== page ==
Find out more information about  
Fill out this form and a representative will contact you.
Captcha Image
Contact Us

Ever since it was first reported missing last Saturday, the mystery of what happened to Malaysia Airlines Flight 370 only deepens and gets more confusing.

Conflicting reports from Malaysia, China and Vietnam, as well as conflicting civilian and military findings, further confuse. What we know as of this writing is that a Boeing 777, with over 200 people on board, is nowhere to be found. No plane, no passengers, no wreckage, no oil slick, nothing. Military and civilian radar doesn't seem to have reliably tracked the aircraft; satellite images can't produce anything conclusive; the transponder aboard the plane was either shut off by someone on board or failed; and the plane allegedly had enough fuel to fly 2,500 miles after contact was lost. As of this moment the search area has grown to 31,000 square miles. And still no one has any clue as to where Flight 370 is.

Adding to the mystery for conspiracy theorists are photos of two Iranian men traveling with stolen passports (although Interpol has ruled them out as possible terrorists) and photos of the pilots cavorting with young women, in the cockpit, on earlier flights.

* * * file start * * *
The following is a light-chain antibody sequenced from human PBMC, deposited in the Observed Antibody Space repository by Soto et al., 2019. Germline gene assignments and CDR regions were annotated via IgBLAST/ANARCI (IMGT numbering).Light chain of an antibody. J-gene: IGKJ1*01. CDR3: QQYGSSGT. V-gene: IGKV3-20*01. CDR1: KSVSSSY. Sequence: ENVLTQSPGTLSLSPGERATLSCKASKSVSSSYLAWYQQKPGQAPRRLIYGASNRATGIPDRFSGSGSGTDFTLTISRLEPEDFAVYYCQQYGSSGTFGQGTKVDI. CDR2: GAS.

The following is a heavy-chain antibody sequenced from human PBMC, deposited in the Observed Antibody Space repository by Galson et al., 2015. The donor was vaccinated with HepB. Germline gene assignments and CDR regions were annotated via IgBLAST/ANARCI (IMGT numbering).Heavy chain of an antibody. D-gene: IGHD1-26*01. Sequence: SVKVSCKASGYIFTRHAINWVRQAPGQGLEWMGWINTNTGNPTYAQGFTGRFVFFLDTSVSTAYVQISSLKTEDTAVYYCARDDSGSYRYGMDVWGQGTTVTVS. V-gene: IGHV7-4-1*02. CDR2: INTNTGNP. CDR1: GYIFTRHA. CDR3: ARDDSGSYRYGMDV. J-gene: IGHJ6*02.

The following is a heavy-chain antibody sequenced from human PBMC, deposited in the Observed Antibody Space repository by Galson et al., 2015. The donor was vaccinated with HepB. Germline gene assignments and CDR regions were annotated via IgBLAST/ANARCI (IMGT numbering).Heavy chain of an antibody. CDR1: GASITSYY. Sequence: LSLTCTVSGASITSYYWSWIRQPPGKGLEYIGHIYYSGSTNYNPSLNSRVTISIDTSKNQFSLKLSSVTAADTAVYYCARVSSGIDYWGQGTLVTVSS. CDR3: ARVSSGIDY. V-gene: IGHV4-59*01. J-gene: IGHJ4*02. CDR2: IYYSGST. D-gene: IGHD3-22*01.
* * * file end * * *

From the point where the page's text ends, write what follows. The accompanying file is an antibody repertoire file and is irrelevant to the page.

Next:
It's incomprehensible in today's technological environment that a plane of this size can simply vanish. It's equally incomprehensible that pilots would possibly violate the most basic security protocol of them all by allowing anyone not authorized into a commercial aircraft cockpit. And how do travelers with stolen passports pass through airport security and board a commercial airliner any way? How is a state of the art transcontinental airliner not equipped with tamper-proof, fail-proof technology that can track the plane at all times? General Motors has figured that much out. They can locate my Chevy truck through their OnStar system any time, any day, anywhere. Boeing can't do the same?

As more time passes, the already long odds of good news for the distraught families of the passengers and crew become tragically slimmer. Hopefully, we will eventually find out what happened, giving the families closure and the airlines industry another case study for safety engineering and disaster avoidance and management.

In the meantime, as the world waits, it looks like Malaysia Air is a no fly zone.

Go Back

The opinions expressed in this column are solely those of Jeffrey M. Weiner and do not represent those of Marcum LLP, its partners or its employees.

Meet Jeffrey M. Weiner
View Jeffrey Weiner's Profile View Profile
Download Jeffrey Weiner's Contact Card Download vCard
Connect with Jeffrey Weiner on LinkedIn Connect with Jeffrey Weiner
Follow Jeffrey Weiner on Twitter Follow Jeffrey Weiner
Subscription Preferences
Recent Posts
Change Is In the Air
Tradition of Service
Buckle Up
Because You Count
December 2016
November 2016
October 2016
September 2016
June 2016
May 2016
April 2016
March 2016
February 2016
January 2016
December 2015
November 2015
October 2015
September 2015
June 2015
May 2015
April 2015
March 2015
February 2015
January 2015
December 2014
November 2014
October 2014
September 2014
June 2014
May 2014
April 2014
March 2014
February 2014
January 2014
December 2013
November 2013
October 2013
September 2013
June 2013
May 2013
April 2013
March 2013
February 2013
January 2013

New York
New Jersey
Rhode Island
Grand Cayman

Get in Touch

Get Connected
Privacy | Legal | Sitemap | Secure Mail